Environmental Management

, Volume 38, Issue 1, pp 99–107 | Cite as

Ecological Responses to Trout Habitat Rehabilitation in a Northern Michigan Stream

  • Emma J. Rosi-Marshall
  • Ashley H. Moerke
  • Gary A. Lamberti
Article

Abstract

Monitoring of stream restoration projects is often limited and success often focuses on a single taxon (e.g., salmonids), even though other aspects of stream structure and function may also respond to restoration activities. The Ottawa National Forest (ONF), Michigan, conducted a site-specific trout habitat improvement to enhance the trout fishery in Cook’s Run, a 3rd-order stream that the ONF determined was negatively affected by past logging. Our objectives were to determine if the habitat improvement increased trout abundances and enhanced other ecological variables (overall habitat quality, organic matter retention, seston concentration, periphyton abundance, sediment organic matter content, and macroinvertebrate abundance and diversity) following rehabilitation. The addition of skybooms (underbank cover structures) and k-dams (pool-creating structures) increased the relative abundance of harvestable trout (>25 cm in total length) as intended but not overall trout abundances. Both rehabilitation techniques also increased maximum channel depth and organic matter retention, but only k-dams increased overall habitat quality. Neither approach significantly affected other ecological variables. The modest ecological response to this habitat improvement likely occurred because the system was not severely degraded beforehand, and thus small, local changes in habitat did not measurably affect most physical and ecological variables measured. However, increases in habitat volume and in organic matter retention may enhance stream biota in the long term.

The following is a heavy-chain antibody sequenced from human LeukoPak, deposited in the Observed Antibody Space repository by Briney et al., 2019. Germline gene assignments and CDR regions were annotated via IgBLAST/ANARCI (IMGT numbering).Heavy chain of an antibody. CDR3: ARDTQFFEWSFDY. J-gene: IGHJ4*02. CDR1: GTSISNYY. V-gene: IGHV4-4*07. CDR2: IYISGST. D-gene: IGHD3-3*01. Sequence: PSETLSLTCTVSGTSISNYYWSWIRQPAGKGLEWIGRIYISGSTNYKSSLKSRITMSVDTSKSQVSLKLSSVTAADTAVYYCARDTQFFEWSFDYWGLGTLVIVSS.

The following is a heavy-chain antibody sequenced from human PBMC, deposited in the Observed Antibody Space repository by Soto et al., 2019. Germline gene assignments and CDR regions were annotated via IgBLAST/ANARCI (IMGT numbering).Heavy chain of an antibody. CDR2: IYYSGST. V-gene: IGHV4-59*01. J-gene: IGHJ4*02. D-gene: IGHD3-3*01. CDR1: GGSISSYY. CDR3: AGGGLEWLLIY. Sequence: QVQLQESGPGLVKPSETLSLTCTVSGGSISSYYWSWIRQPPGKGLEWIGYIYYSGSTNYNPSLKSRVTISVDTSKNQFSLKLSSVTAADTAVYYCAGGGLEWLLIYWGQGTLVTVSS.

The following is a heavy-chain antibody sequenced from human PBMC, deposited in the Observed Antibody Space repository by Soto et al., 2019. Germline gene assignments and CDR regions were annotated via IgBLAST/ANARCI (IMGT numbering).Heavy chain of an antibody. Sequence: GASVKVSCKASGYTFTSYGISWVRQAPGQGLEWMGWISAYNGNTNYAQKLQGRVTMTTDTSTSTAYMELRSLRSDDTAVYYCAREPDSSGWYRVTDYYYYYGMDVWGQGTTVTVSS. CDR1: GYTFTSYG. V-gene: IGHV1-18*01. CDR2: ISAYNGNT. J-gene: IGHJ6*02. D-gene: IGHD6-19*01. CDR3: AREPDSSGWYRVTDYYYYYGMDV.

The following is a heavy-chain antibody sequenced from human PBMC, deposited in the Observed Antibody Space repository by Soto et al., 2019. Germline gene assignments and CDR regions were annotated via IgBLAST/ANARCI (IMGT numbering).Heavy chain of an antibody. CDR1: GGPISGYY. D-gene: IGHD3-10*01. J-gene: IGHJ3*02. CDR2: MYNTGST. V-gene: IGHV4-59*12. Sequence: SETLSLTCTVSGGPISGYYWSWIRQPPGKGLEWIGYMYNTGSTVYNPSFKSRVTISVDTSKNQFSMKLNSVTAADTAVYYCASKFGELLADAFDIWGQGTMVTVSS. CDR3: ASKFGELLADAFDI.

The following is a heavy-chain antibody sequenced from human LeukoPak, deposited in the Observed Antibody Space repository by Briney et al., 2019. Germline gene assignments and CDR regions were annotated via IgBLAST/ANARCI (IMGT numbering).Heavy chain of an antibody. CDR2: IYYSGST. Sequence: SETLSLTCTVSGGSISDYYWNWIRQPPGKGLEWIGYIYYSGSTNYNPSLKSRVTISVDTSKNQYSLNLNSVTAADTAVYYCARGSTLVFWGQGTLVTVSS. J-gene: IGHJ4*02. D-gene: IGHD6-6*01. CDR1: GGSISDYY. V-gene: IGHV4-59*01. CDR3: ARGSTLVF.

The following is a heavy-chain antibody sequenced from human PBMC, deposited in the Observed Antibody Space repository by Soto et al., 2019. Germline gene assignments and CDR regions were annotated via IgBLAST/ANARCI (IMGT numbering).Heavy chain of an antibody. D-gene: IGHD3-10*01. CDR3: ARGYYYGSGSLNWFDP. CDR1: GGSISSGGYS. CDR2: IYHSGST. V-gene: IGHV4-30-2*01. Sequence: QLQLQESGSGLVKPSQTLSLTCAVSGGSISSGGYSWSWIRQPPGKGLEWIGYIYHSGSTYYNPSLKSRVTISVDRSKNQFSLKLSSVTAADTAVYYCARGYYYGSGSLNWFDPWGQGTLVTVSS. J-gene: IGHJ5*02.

Keywords

Salmonidae Restoration Organic matter Macroinvertebrates Periphyton 

Notes

Acknowledgments

We thank Jerry Edde (USDA Forest Service) and the Ottawa National Forest for implementing the rehabilitation that made this study possible. We are also grateful for the field assistance provided by University of Notre Dame graduate students Mike Brueseke, Hattie Dambrowski, John Drake, Sean Dunlap, Michelle Evans-White, Ken Filchak, Adrienne Froelich, Kerry Gerard, Candice Goy, Chev Kellogg, Laurie Kellogg, Jill Kostel, Timothy Kreps, Jo Latimore, Jean Miesbauer, Nicole Mitchell, Meredith Moses, Uwe Stolz, Eric Strauss, and Asako Yamamuro. Funding for this project was provided by a Cooperative Cost-Share Agreement with the USDA Forest Service (R907-CCS-98-008), a grant from the USDA-CSREES National Research Initiative Competitive Grants Program (2003-53101-12871), and by a Graduate Research Training Grant from the National Science Foundation (DGE94-52655).

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Copyright information

© Springer Science+Business Media, Inc. 2006

Authors and Affiliations

  • Emma J. Rosi-Marshall
    • 1
    • 2
  • Ashley H. Moerke
    • 1
    • 3
  • Gary A. Lamberti
    • 1
  1. 1.Department of Biological SciencesUniversity of Notre DameNotre DameUSA
  2. 2.Biology DepartmentLoyola University ChicagoChicagoUSA
  3. 3.Biology DepartmentLake Superior State UniversityMarieUSA

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